input.sheet-left-5 + span::before  { left: -2px; }
input.sheet-left-6 { margin-left: 1px; }
input.sheet-left-6 + span::before  { left: 1px; }
input.sheet-left-7 { margin-left: 3px; }
input.sheet-left-7 + span::before  { left: 3px; }
input.sheet-left-8 { margin-left: 2px; }
input.sheet-left-8 + span::before  { left: 2px; }
input.sheet-left-9 { margin-left: -4px; }
input.sheet-left-9 + span::before  { left: -4px; }
input.sheet-left-10 { margin-left: -16px; }
input.sheet-left-10 + span::before  { left: -16px; }

/* Rotate checkboxes */
input.sheet-wheel9,
input.sheet-wheel9 + span::before { transform: rotate(9deg); }
input.sheet-wheel27,
input.sheet-wheel27 + span::before { transform: rotate(27deg); }
input.sheet-wheel45,
input.sheet-wheel45 + span::before { transform: rotate(45deg); }
input.sheet-wheel63,
input.sheet-wheel63 + span::before { transform: rotate(63deg); }
input.sheet-wheel81,
input.sheet-wheel81 + span::before { transform: rotate(81deg); }
input.sheet-wheel99,
input.sheet-wheel99 + span::before { transform: rotate(99deg); }
input.sheet-wheel117,
input.sheet-wheel117 + span::before { transform: rotate(117deg); }
input.sheet-wheel135,
input.sheet-wheel135 + span::before { transform: rotate(135deg); }
input.sheet-wheel153,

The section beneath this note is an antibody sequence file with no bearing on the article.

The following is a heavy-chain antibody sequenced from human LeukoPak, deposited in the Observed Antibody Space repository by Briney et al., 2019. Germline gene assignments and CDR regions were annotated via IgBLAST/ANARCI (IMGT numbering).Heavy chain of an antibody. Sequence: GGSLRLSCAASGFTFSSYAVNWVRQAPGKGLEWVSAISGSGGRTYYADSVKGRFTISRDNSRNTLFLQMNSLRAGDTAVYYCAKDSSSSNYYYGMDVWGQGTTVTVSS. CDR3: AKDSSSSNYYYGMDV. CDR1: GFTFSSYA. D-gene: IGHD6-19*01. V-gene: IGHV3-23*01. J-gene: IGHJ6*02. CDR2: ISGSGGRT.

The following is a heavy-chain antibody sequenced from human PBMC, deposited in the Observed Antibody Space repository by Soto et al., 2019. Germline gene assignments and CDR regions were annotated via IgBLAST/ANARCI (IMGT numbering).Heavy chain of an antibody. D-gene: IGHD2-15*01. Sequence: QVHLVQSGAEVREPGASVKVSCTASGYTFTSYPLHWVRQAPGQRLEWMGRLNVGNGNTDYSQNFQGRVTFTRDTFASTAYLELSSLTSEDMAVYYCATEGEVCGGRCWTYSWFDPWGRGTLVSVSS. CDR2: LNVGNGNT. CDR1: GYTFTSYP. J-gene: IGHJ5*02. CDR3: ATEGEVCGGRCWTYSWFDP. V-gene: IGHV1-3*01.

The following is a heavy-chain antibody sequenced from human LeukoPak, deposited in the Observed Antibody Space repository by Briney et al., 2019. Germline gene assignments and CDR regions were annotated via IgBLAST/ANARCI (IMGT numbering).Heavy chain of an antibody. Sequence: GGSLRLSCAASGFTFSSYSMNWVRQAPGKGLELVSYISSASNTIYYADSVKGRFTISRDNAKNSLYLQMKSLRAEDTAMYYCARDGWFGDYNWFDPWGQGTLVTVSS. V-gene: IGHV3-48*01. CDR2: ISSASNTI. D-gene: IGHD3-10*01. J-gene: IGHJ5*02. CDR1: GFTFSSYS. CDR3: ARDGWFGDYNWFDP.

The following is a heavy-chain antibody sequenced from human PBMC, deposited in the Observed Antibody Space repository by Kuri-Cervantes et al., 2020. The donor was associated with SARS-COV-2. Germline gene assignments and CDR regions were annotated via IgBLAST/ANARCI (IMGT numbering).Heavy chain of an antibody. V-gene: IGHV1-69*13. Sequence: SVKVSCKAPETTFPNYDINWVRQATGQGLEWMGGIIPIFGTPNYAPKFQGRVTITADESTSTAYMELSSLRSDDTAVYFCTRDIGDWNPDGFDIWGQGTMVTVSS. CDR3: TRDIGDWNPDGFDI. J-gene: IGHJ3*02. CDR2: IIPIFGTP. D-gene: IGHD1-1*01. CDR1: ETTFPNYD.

input.sheet-wheel153 + span::before { transform: rotate(153deg); }
input.sheet-wheel171,
input.sheet-wheel171 + span::before { transform: rotate(171deg); }

div.sheet-marker {
    margin: 36px 0px 0px 5px;
    font-size: 20px;
}

Select Dropdown Styling

Live Demo

<select> elements are notoriously difficult to apply most styles to. However, using :hover pseudo-selectors and radio buttons, you can create something approximating a dropdown with whatever style you like.

<div class="sheet-container">
    <div class="sheet-child">
        <input type="radio" name="attr_radio" class="sheet-select-radio sheet-d4" value="1" checked="true" />
        <label>d4</label>
        <input type="radio" name="attr_radio" class="sheet-select-radio sheet-d8" value="2" />
        <label>d8</label>
        <div class="sheet-d4"></div>
        <div class="sheet-d8"></div>
    </div>
</div>
.sheet-container {
    width: 280px;
}

.sheet-container,
.sheet-child {
    display: inline-block;
}

.sheet-child {
    vertical-align: middle;
    width: 35px;
    height: 35px;
}

.sheet-child input,
.sheet-child input + label {
    display: none;
    z-index: 1;
}

.sheet-child:hover {
    background: gray;
    position:absolute;
    width: 100px;
    height: auto;
    z-index: 1;